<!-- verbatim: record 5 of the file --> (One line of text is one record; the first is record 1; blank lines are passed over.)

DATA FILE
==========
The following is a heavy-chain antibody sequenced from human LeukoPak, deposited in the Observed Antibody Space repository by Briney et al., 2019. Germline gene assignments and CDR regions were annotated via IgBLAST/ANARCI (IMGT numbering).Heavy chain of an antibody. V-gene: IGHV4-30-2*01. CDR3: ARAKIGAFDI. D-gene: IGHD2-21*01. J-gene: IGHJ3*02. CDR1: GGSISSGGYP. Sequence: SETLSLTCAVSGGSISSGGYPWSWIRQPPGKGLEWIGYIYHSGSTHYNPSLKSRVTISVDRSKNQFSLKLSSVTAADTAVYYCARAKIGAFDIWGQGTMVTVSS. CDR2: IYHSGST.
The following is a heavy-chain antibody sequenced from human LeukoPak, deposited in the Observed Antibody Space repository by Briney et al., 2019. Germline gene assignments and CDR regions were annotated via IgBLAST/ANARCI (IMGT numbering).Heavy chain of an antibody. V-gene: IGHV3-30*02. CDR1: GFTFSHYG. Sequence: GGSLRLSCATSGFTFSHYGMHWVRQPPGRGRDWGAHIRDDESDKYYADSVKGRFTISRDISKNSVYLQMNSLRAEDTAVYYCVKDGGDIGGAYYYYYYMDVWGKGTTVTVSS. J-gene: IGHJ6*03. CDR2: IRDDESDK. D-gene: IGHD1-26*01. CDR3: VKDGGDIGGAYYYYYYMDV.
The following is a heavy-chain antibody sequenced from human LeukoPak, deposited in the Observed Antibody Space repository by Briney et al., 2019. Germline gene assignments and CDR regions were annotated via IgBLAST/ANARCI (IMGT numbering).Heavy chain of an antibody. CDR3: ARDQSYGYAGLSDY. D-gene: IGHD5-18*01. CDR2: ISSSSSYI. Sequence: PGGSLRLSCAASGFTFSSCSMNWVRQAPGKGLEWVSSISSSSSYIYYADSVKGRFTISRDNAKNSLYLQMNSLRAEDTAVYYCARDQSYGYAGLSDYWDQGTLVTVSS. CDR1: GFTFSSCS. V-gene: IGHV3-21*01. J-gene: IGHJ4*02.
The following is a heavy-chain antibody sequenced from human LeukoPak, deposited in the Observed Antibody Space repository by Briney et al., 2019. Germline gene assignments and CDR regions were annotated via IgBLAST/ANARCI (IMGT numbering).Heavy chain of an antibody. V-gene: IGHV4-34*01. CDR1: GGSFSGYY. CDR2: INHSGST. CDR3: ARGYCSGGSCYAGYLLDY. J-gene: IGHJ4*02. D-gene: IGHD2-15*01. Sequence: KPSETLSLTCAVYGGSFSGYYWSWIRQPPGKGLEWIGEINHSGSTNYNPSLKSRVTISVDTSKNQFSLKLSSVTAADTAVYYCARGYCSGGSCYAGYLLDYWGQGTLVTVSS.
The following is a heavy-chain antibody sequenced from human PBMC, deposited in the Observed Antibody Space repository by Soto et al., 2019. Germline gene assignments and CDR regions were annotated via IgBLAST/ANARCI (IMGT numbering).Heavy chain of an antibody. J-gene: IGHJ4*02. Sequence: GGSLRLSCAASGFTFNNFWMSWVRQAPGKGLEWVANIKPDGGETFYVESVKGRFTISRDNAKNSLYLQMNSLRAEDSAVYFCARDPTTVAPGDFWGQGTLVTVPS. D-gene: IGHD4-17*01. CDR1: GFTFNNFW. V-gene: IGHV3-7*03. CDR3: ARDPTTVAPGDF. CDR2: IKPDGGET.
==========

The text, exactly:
The following is a heavy-chain antibody sequenced from human PBMC, deposited in the Observed Antibody Space repository by Soto et al., 2019. Germline gene assignments and CDR regions were annotated via IgBLAST/ANARCI (IMGT numbering).Heavy chain of an antibody. J-gene: IGHJ4*02. Sequence: GGSLRLSCAASGFTFNNFWMSWVRQAPGKGLEWVANIKPDGGETFYVESVKGRFTISRDNAKNSLYLQMNSLRAEDSAVYFCARDPTTVAPGDFWGQGTLVTVPS. D-gene: IGHD4-17*01. CDR1: GFTFNNFW. V-gene: IGHV3-7*03. CDR3: ARDPTTVAPGDF. CDR2: IKPDGGET.